420 Second Avenue
This house was built in 1900 for Susan Riter and Charles H. Wells for $2,799. Susan was a member of the Daughters of American revolution, Colonial Dames, and the Spanish American War Veterans Auxiliary. Charles, son of Daniel H. Wells, first mayor of Salt Lake City, was the recieving teller at the State Bank of Utah, later working for the city engineer’s office and P.J. Moran contracting. He lived here until his death in 1945. Lynn A. McKinlay, produced for KSL, lived here until 1953.
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Capitol Hill Historic District
Charles James Mullett House – 680 Wall Street, Salt Lake City
The original section of this house, a square adobe cabin, was built c.1872 for Charles J. and Elizabeth A Claucas Mullett. Charles, an LDS convert from England, worked as a laborer at a local lime kiln. Additions were made on the front of the house c.1890, and a large gable-roof section was added on the rear c.1905.
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This is S.U.P. Marker # 173, see the others in the series on this page.
Jacob Hamblin, pioneer, missionary and friend to the Indians, planted cottonseed in the fertile river bottoms near here in 1855. A settlement was established the next year called Tonaquint, after a local band of Indians that were located there. As part of the Cotton Mission, four families built a few log cabins and willow huts. Sometimes called Lower Clara, with nicknames of Seldom Sap, Never Sweat and Lick Skillet, it was abandoned in 1862 due to a series of floods. However, some farming was continued and it was later known as Seep Ditch.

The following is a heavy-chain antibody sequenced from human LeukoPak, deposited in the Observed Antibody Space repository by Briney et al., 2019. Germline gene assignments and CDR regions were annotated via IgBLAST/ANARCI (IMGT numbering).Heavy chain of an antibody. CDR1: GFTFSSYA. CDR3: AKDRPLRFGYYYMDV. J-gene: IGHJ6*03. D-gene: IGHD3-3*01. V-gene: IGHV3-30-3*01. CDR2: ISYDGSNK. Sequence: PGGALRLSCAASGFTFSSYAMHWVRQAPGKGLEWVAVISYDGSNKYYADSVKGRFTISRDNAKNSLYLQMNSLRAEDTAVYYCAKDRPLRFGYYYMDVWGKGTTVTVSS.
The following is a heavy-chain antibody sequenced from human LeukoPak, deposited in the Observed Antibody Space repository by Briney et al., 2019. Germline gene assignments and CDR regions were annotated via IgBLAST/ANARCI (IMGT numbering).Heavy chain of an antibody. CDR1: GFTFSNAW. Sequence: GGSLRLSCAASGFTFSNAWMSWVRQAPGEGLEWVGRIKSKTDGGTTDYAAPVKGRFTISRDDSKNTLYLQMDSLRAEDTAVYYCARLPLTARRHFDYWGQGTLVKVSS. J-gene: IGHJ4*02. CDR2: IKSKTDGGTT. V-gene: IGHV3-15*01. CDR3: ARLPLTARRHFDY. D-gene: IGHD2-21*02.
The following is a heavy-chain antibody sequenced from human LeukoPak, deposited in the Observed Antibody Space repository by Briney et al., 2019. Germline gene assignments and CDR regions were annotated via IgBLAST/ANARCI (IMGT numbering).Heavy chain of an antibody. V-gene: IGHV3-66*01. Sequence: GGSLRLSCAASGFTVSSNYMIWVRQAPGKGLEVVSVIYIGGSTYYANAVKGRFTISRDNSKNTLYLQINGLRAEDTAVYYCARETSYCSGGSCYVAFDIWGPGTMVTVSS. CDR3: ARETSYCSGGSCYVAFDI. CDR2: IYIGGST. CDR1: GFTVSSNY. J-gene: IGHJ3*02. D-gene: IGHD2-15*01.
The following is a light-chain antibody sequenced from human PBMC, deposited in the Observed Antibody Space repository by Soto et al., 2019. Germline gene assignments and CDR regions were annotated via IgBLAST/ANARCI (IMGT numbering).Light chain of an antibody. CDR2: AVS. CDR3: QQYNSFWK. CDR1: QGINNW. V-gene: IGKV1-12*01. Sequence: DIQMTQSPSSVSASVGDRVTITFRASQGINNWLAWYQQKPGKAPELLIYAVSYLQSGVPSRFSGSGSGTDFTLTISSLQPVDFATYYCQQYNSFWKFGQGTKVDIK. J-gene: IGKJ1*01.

Brigham Young’s Vision
This is S.U.P. Marker # 174, see the others in the series on this page.
Near this spot, in the fall of 1859, Brigham Young, statesman and leader of the Mormon people, silently gazed at Pine Valley Mountain, and then the valley and hills of black lava and vermillion rock before him. He saw in vision a thriving community. With a sweep of his arm he spoke: “There will yet be built between those volcanic ridges, a city of spires, towers and steeples, with homes containing many inhabitants.”
Jedediah Strong Smith
This is S.U.P. Marker # 176, see the others in the series on this page.
In 1826, Jedediah Smith, searching for a route to California, entered what is now Washington County by crossing the black ridge north of here then following Ash Creek to the Virgin River. He followed the Virgin River through the Virgin River Narrows (present route of I-15) overcoming many dangers associated with the steep, narrow, winding, rugged canyon. In 1827, he returned to California following the same route to the confluence of Santa Clara Creek and the Virgin River. Anxious to avoid a repetition of his experience in the Virgin River Narrows, he proceeded up Santa Clara Creek and turned southwest over the low mountain (present day Old Highway US 91) to a ravine which led him to the Beaver Dam Wash and its confluence with the Virgin River.
The Southern Exploring Company
This is S.U.P. Marker # 175, see the others in the series on this page.
In the fall of 1849, Brigham Young formed the Southern Exploring Company led by Parley P. Pratt. Through that winter this company of 50 men explored potential town sites and resources from Nephi to present day St. George as part of Young’s plan for a corridor to the sea, also called the Mormon Corridor. Twenty of the company under Pratt reached their further point south at the confluence of the Santa Clara and Virgin Rivers on January 1, 1850, near this monument. Their reports resulted in the settlement of all the towns between Nephi and St. George.